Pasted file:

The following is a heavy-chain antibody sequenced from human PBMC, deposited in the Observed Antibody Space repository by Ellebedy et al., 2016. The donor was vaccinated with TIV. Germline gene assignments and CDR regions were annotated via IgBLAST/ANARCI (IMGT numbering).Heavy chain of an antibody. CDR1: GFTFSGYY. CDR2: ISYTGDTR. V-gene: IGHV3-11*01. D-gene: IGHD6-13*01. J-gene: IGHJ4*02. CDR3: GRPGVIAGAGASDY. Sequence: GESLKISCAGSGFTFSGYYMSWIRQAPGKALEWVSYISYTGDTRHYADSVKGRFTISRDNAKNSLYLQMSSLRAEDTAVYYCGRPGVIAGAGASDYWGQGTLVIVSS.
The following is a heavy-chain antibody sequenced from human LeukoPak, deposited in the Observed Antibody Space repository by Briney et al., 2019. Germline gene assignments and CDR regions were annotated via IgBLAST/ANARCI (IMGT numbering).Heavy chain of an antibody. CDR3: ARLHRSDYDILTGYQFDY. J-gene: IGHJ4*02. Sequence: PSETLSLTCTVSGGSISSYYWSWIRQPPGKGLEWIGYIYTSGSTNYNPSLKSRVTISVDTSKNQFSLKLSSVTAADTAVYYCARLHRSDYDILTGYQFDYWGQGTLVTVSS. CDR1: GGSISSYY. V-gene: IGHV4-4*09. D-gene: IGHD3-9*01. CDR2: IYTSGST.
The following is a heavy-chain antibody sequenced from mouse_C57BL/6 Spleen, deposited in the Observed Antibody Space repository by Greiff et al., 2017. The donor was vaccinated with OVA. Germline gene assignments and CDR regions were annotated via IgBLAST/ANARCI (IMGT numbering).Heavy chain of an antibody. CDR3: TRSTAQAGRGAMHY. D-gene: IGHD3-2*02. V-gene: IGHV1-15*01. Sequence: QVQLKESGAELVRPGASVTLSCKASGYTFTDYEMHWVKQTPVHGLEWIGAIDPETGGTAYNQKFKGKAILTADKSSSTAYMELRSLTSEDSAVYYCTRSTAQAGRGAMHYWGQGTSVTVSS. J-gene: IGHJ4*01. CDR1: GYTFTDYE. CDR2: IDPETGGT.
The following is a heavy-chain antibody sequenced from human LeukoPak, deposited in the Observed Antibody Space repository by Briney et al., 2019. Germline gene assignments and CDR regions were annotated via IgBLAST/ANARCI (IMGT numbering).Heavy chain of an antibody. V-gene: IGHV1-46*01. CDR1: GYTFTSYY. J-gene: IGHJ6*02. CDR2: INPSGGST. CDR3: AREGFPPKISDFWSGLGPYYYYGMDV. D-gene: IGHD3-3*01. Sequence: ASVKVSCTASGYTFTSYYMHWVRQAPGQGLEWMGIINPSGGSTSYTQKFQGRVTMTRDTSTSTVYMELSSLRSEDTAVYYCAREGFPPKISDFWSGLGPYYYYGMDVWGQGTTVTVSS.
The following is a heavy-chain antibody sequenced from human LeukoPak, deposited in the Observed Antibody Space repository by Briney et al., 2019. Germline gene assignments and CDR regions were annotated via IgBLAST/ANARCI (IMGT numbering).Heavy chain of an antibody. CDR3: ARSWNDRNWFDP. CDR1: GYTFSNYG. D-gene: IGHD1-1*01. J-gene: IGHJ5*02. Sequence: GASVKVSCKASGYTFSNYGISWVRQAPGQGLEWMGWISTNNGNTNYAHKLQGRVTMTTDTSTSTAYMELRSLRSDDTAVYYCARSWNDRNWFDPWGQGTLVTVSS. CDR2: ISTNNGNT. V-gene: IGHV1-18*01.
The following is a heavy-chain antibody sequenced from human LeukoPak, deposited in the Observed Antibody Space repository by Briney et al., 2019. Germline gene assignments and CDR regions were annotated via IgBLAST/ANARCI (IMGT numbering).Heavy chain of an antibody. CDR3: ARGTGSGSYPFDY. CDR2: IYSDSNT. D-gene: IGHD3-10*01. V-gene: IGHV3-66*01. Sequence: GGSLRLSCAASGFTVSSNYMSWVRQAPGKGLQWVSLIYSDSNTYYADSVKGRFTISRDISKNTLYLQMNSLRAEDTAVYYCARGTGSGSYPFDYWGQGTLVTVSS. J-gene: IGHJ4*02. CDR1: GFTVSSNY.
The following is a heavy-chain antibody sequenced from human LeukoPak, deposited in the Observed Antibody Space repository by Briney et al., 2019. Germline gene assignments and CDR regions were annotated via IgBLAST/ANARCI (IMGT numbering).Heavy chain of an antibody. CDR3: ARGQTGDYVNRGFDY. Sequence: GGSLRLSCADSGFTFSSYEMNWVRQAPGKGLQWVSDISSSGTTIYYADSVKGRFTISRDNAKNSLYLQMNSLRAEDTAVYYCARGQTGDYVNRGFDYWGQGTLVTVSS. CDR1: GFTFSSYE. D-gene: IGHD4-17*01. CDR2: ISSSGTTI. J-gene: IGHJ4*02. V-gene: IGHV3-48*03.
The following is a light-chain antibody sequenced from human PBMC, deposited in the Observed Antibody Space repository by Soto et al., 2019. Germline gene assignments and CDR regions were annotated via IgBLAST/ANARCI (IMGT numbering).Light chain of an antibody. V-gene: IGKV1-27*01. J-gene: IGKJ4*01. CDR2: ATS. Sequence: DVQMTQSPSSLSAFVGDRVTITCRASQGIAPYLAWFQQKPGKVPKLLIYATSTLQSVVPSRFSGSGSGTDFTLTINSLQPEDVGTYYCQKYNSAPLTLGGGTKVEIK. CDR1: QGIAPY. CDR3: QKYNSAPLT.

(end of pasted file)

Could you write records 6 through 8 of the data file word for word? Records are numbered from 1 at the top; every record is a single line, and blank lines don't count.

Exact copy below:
The following is a heavy-chain antibody sequenced from human LeukoPak, deposited in the Observed Antibody Space repository by Briney et al., 2019. Germline gene assignments and CDR regions were annotated via IgBLAST/ANARCI (IMGT numbering).Heavy chain of an antibody. CDR3: ARGTGSGSYPFDY. CDR2: IYSDSNT. D-gene: IGHD3-10*01. V-gene: IGHV3-66*01. Sequence: GGSLRLSCAASGFTVSSNYMSWVRQAPGKGLQWVSLIYSDSNTYYADSVKGRFTISRDISKNTLYLQMNSLRAEDTAVYYCARGTGSGSYPFDYWGQGTLVTVSS. J-gene: IGHJ4*02. CDR1: GFTVSSNY.
The following is a heavy-chain antibody sequenced from human LeukoPak, deposited in the Observed Antibody Space repository by Briney et al., 2019. Germline gene assignments and CDR regions were annotated via IgBLAST/ANARCI (IMGT numbering).Heavy chain of an antibody. CDR3: ARGQTGDYVNRGFDY. Sequence: GGSLRLSCADSGFTFSSYEMNWVRQAPGKGLQWVSDISSSGTTIYYADSVKGRFTISRDNAKNSLYLQMNSLRAEDTAVYYCARGQTGDYVNRGFDYWGQGTLVTVSS. CDR1: GFTFSSYE. D-gene: IGHD4-17*01. CDR2: ISSSGTTI. J-gene: IGHJ4*02. V-gene: IGHV3-48*03.
The following is a light-chain antibody sequenced from human PBMC, deposited in the Observed Antibody Space repository by Soto et al., 2019. Germline gene assignments and CDR regions were annotated via IgBLAST/ANARCI (IMGT numbering).Light chain of an antibody. V-gene: IGKV1-27*01. J-gene: IGKJ4*01. CDR2: ATS. Sequence: DVQMTQSPSSLSAFVGDRVTITCRASQGIAPYLAWFQQKPGKVPKLLIYATSTLQSVVPSRFSGSGSGTDFTLTINSLQPEDVGTYYCQKYNSAPLTLGGGTKVEIK. CDR1: QGIAPY. CDR3: QKYNSAPLT.